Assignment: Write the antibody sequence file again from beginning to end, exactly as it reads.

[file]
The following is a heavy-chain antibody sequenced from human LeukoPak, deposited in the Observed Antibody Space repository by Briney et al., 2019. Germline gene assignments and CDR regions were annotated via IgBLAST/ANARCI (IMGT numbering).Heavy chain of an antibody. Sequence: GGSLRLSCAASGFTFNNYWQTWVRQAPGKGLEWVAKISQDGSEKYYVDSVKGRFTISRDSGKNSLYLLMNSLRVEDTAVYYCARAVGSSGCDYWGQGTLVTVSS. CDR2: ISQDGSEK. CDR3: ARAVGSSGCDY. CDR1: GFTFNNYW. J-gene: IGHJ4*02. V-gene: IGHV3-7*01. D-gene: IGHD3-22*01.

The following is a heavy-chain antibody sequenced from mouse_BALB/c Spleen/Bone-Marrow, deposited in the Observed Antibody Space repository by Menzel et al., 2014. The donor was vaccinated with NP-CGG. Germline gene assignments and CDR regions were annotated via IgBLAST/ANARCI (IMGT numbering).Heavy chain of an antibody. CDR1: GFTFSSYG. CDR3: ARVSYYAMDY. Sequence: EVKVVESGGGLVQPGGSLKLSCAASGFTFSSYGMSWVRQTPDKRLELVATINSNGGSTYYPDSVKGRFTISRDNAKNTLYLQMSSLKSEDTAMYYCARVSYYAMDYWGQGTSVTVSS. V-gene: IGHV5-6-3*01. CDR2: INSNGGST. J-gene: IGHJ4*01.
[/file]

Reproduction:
The following is a heavy-chain antibody sequenced from human LeukoPak, deposited in the Observed Antibody Space repository by Briney et al., 2019. Germline gene assignments and CDR regions were annotated via IgBLAST/ANARCI (IMGT numbering).Heavy chain of an antibody. Sequence: GGSLRLSCAASGFTFNNYWQTWVRQAPGKGLEWVAKISQDGSEKYYVDSVKGRFTISRDSGKNSLYLLMNSLRVEDTAVYYCARAVGSSGCDYWGQGTLVTVSS. CDR2: ISQDGSEK. CDR3: ARAVGSSGCDY. CDR1: GFTFNNYW. J-gene: IGHJ4*02. V-gene: IGHV3-7*01. D-gene: IGHD3-22*01.

The following is a heavy-chain antibody sequenced from mouse_BALB/c Spleen/Bone-Marrow, deposited in the Observed Antibody Space repository by Menzel et al., 2014. The donor was vaccinated with NP-CGG. Germline gene assignments and CDR regions were annotated via IgBLAST/ANARCI (IMGT numbering).Heavy chain of an antibody. CDR1: GFTFSSYG. CDR3: ARVSYYAMDY. Sequence: EVKVVESGGGLVQPGGSLKLSCAASGFTFSSYGMSWVRQTPDKRLELVATINSNGGSTYYPDSVKGRFTISRDNAKNTLYLQMSSLKSEDTAMYYCARVSYYAMDYWGQGTSVTVSS. V-gene: IGHV5-6-3*01. CDR2: INSNGGST. J-gene: IGHJ4*01.